by Jim Riggs
What A Difference 35 Years Made
The party will be in the new clubhouse building that was constructed after the original clubhouse burned down.
"It was my second year," Marshaus recalled. And then with a chuckle he said, "And I was accused of starting it, but I didn't".
That's because the original clubhouse had pretty much outlived it's usefulness after more than half a century.
"They called me about four in the morning," Marshaus said about the fire. "My wife stopped me and said, "You better put some clothes on."
When he reached the course, the president of Chautauqua Institution was already there and Marshaus recalled, "He's going in the building and pulling furniture out and I said, "The hell with the furniture, let's get the pictures. We can replace furniture."
What Marshaus saved were photographs of golf legends such as Sam Snead, Walter Hagen, Ben Hogan, Jimmy Demaret, Henry Picard and Horton Smith playing at Chautauqua. There were also the original drawings of the holes and greens by the infamous Donald Ross, who designed the course. They are now on display in the new clubhouse.
After the fire, a committee of eight, of which Marshaus was a non-voting member, was formed to discuss a replacement clubhouse and pro shop. They hired an architect who claimed the new facilities would be built in the style of Chautauqua, but it was far from it. While it was being built, I can recall one employee calling the new clubhouse the "ski lodge" and Marshaus remembers it being referred to as "Fort Apache."
"We've since remodeled those two building," he said. "It didn’t fit and it wasn't functional."
It wasn't long after the new clubhouse was built that a new watering system was installed.
"John Connolly Sr. was very instrumental in that, "Marshaus said.
One day Connolly and Marshaus were teeing off at No. 2, where the back of the tee was being watered with the old low-pressure watering system while they were hitting from the front of the tee.
"Is that all the farther that thing will shoot?" Connolly asked about the watering system.
That's when he went to work to raise funds for a modern watering system that the Chautauqua crew, including Marshaus, installed. Marshaus recalled when it was finished, the supplier said, "When you turn this thing on you're going to have a number of leaks. We had two leaks and the guy said, 'That's phenomenal."
Another plus was that the watering system was installed under budget and the remainder of the money was used to build a much-needed new equipment barn.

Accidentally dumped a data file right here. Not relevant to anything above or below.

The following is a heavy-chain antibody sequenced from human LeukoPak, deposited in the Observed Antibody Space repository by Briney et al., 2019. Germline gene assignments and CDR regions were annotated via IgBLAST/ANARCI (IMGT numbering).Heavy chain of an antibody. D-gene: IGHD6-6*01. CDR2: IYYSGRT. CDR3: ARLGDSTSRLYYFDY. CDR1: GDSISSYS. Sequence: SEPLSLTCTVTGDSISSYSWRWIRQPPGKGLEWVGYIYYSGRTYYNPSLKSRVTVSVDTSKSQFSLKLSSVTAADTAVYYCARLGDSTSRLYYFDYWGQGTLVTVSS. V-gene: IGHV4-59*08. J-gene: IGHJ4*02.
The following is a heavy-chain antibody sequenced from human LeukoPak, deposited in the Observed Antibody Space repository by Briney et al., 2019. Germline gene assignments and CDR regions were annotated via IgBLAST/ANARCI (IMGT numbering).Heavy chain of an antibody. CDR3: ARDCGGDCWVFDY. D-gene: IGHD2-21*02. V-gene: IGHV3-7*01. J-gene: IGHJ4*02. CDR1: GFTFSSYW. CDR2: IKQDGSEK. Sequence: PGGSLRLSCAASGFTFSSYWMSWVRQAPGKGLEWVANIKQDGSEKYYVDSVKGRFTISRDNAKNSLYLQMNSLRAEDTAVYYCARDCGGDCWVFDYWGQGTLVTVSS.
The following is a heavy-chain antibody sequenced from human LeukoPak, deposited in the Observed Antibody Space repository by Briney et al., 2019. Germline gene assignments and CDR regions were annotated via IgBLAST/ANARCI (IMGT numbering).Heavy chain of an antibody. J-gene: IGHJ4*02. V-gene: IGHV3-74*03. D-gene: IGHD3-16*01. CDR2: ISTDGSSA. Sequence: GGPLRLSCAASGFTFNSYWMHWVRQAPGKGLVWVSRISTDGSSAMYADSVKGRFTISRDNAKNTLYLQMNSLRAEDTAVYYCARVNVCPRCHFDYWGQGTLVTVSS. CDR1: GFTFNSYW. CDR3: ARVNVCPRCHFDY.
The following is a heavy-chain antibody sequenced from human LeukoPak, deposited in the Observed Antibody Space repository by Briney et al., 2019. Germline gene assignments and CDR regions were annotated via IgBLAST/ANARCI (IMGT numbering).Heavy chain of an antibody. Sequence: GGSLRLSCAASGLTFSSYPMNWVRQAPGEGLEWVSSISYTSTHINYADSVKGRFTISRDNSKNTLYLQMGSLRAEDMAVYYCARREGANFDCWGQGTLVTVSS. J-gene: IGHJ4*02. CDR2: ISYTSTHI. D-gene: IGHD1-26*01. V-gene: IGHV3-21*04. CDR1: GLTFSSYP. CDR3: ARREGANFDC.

But the biggest improvement to the course began right away when Marshaus became the pro in 1974 after holding the same position for two years at Cassadaga Country Club. That was the addition of trees.
Before Marshaus arrived, the Chautauqua layout was wide open. For instance, the only thing between the parallel No. 1 and 10 fairways was rough and a bunker. And between the side-by-side par 5, 13th and 14th fairways was a strip of rough about 4 feet wide. Now there is a virtual forest between that pair of parallel fairways.
"We started that in '74," Marshaus said. "This place really needed trees."
In the first year, $1,000 was raised and 250 trees were purchased. The first ones were planted between 13 and 14 (now 13 and 17 on the Lake Course). Then more circled 12 tee and 11 green, mainly for safety purposes because of off-line drives from the 10th and 18th tees.
"It just spiraled from there," Marshous said about the tree planting that has continued every year. "We would go up in the woods and we would dig out trees and transplant them. They weren't perfect trees, but they certainly did the job."
All the trees on the left side of the third fairway on the Lake Course are transplants.
Other trees were donated. So how many trees have been planted during Marshaus' time at Chautauqua?
"It's been over 4,000," he said. "There were times we were planting 300, 400 a year."
But it's the destruction of trees that led to the expansion of Chautauqua from 18 holes to 27 in 1987 and eventually 36 in 1995.
In the fall of 1983, a tornado ripped through the back nine portion of the golf course and mainly in the adjacent woods that belonged to Chautauqua Institution.
"We had that devastation over there in the woods," Marshaus said.
They were going to have to clear the downed trees out of that area, so Marshaus suggested while clearing the downed trees, why not clear some more for another golf course. And for a good reason.
"We've always been a very busy golf course," Marshaus said.
And when the construction took place, Marshaus was out there riding along with the bulldozer operators. And that's one of the reasons the Cleveland, Ohio, native has stayed so long at Chautauqua.
"I had some opportunities that nobody has," he said. "The opportunity to expand the golf course from 18 holes to 36 holes and to be out there and be able to call the shots on it, no golf pro has had that opportunity."
So that's why he said, "I can tell you over the years I've turned down jobs because I wanted to stay at Chautauqua. In 35 years I never had a day when I didn't want to come to work."
He added, "There's some times when things are tough, but I used to tell people I'd go out and sit behind 14 green (now 17) and look at the lake."
But what does he plan to do now?
"I think I'm going to smile a lot," Marshaus said.
Plus he'll spend more time with his family, but on Aug. 17 he'll be spending time with his extended family of Chautauqua members and other friends during an appreciation party from 5:30 - 7:30 pm. It is open to the public and the cost is $15. More information is available by calling 357-6211 and reservations must be made by Wednesday.
So next year, Marshaus won't be a fixture around Chautauqua Golf Club. But maybe for old time's sake, I wouldn't be surprised if sometime you find him sitting behind No. 17 green looking at the lake.